And the only way we can tackle these ailments of the mind is together, as a society. We must find a way to cooperate. We must believe that it is a worthy enterprise to design support systems that can stop these invisible diseases from spreading. And to do that, we must believe in the value of every human life. Unfortunately, we live in a world where war remains legal and its media coverage a profitable enterprise. So it is expected that people don’t believe they are valuable because they observe it. Young people live in a constant fear of not being special enough in a time that is constantly hurrying them to achieve more so that they can become special enough. And if you don’t prove you are valuable, you risk being replaced by another. And it is precisely this realisation that we might actually be insignificant that wrecks havoc in our minds. If I am insignificant and all roads lead to insignificance, then what’s the point in carrying on? And in this dangerous chain of thoughts, people forget they have focused on the destination instead of the journey itself. It is true we might be born insignificant and die insignificant but there is much that happens on the way that is significant. So as a society we must adjust our expectations of each other and what it means to be “significant”.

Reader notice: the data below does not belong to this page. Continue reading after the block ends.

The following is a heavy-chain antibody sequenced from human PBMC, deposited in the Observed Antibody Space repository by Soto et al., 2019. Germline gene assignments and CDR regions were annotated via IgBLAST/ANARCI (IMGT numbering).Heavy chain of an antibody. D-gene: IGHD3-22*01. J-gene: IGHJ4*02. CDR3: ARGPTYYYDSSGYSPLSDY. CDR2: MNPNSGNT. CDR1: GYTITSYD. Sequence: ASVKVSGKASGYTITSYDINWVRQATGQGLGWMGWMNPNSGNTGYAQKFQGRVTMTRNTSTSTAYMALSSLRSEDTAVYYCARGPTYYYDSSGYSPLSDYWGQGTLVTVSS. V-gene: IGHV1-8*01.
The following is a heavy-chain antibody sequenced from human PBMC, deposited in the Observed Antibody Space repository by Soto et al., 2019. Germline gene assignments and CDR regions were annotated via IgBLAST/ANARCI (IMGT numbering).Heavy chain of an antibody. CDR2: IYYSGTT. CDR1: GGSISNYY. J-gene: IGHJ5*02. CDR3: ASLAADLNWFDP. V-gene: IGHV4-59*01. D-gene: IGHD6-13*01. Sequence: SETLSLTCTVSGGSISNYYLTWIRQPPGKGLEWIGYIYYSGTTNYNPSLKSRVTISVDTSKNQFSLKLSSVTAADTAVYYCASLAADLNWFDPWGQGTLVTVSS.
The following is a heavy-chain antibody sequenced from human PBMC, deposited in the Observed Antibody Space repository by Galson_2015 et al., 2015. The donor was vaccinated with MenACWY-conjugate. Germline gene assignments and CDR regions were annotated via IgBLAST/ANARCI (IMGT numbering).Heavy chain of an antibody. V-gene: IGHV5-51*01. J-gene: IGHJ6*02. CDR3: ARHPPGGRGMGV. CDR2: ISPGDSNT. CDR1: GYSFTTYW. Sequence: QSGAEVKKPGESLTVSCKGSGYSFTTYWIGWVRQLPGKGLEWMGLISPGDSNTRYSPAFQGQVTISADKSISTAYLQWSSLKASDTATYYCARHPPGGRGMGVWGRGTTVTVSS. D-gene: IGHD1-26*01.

The problem they keep on saying is disconnection, isolation, and loneliness. The solution they postulate is supposedly simple — Connection. “People need to connect to each other more deeply”, they say. “They need friends.”, they add. “They should form bonds.”, they insist.